Collecting and saving mint seeds means that you’ll have plenty of seeds to sow the following year and you can share the seeds with your gardening friends.
In this article I’ll show you step by step how to collect seeds from your mint plant.
There are many different types of mint including spearmint, peppermint and chocolate mint and the process of collecting and saving the seeds is the same for all mint varieties.
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Mint is a popular fragrant herb that is very easy to grow and can become invasive if it’s allowed to spread in the garden.
Mint plants bloom in summer and the flowers can be white, light pink or purple, depending on the variety of mint.
How to collect mint seeds
After the plants have finished blooming, leave a few flowers on the plant until they turn brown.
Snip the flowers off with a pair of scissors and place them in a paper bag to allow them to dry out.
Leave the paper bag in a cool, dry place for about two weeks.
Remove the dried mint flowers from the paper bag and crush the flowers with your hands to release the seeds.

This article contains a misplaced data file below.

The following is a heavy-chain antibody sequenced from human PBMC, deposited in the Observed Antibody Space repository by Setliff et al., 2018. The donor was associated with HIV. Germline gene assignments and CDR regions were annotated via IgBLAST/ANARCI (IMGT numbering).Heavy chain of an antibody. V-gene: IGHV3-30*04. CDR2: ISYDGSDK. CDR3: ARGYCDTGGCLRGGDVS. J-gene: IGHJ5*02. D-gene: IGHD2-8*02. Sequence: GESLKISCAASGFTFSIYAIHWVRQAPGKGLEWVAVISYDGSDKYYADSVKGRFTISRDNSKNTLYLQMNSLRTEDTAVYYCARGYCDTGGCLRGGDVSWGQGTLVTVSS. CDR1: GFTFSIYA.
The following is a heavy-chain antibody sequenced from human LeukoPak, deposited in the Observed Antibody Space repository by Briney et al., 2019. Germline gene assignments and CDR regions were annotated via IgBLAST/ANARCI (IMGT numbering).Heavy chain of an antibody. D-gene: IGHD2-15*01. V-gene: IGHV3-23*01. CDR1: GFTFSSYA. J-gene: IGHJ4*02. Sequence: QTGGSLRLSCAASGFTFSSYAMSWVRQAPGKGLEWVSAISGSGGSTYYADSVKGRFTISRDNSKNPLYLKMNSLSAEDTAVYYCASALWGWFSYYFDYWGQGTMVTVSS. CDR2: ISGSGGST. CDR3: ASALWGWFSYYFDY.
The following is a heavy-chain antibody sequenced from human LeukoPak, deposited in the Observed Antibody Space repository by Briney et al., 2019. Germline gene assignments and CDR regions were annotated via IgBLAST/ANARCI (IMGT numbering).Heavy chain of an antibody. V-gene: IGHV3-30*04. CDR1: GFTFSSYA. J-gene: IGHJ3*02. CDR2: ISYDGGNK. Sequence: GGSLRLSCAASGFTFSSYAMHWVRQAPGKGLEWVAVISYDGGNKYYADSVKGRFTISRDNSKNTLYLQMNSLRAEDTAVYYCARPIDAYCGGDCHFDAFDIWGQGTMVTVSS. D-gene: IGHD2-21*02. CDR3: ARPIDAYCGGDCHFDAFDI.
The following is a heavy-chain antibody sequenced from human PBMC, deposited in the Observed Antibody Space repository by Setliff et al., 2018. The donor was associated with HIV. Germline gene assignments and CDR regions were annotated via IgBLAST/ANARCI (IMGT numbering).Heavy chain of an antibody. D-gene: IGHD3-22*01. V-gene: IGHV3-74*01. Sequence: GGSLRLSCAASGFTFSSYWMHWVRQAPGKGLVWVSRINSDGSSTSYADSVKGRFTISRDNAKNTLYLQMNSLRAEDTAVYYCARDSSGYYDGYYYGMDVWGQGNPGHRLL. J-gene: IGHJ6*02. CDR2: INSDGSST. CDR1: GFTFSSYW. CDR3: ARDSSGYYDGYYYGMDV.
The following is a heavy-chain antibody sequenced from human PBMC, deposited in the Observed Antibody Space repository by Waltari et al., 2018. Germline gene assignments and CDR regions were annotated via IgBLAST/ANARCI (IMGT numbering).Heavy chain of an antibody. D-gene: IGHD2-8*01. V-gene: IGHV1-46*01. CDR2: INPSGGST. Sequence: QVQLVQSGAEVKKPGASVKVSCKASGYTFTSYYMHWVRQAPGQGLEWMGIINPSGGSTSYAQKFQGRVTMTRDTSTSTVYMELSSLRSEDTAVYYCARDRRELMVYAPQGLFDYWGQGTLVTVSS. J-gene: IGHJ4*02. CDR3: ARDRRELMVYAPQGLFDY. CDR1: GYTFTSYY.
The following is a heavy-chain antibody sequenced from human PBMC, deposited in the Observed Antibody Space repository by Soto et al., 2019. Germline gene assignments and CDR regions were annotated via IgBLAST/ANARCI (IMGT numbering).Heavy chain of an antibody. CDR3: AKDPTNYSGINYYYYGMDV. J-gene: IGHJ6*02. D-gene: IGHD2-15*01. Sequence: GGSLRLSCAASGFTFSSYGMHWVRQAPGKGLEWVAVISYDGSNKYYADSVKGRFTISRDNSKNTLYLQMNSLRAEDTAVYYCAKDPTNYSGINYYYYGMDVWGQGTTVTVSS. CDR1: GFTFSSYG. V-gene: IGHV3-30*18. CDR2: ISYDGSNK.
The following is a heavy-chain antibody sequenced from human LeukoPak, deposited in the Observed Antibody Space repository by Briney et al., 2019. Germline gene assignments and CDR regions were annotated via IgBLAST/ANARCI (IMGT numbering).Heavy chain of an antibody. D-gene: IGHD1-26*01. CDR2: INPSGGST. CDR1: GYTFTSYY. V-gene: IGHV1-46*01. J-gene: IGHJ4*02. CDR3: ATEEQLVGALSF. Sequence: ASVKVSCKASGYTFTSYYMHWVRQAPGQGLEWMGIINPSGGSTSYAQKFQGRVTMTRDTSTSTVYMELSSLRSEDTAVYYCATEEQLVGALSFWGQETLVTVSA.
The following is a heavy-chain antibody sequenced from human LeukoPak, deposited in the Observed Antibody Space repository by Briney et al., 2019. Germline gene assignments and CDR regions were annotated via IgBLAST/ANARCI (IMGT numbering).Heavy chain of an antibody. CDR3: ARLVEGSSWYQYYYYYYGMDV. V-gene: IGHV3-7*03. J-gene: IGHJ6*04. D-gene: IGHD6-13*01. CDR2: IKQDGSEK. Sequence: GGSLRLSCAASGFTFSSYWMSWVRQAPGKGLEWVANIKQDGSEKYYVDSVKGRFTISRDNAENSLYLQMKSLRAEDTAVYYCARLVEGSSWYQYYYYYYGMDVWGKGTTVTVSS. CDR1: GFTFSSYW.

Gently blow to remove the debris and you’ll be left with the mint seeds.
Use a small envelope to store the seeds, making sure to write the date and type of seeds on the front of the envelope.
Place the mint seeds in the envelope, and store it in a dry, cool spot.
You can also place the seed envelope in the refrigerator which will help the seeds stay viable for longer.
Planting mint seeds
Mint seeds can be planted directly in the garden or in pots after the last frost of the season.
You can also start the seeds indoors in late winter and plant them out in the garden when the temperature has warmed up.
Choose a spot in the garden that is partially shaded and sow the seeds about ¼ inch (6 mm) deep.
Mint seeds are tiny so if you plant them too close together you can always thin them out later.
Keep the soil moist and the seeds will germinate in 10 to 15 days. 
Mint is a very low maintenance plant that will easily spread out so it’s a good idea to grow it in a container or a section of the garden where it won’t overtake your other plants.
Water the plants regularly but try to avoid wetting the leaves to reduce the likelihood of fungal diseases.
Harvest sprigs of fresh mint from the plant as you need them and cut the plants back in fall when they’ve finished flowering.
So there are my tips for collecting, saving and planting mint seeds.
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Have you tried harvesting mint seeds from your herb garden? Let me know in the comments below.
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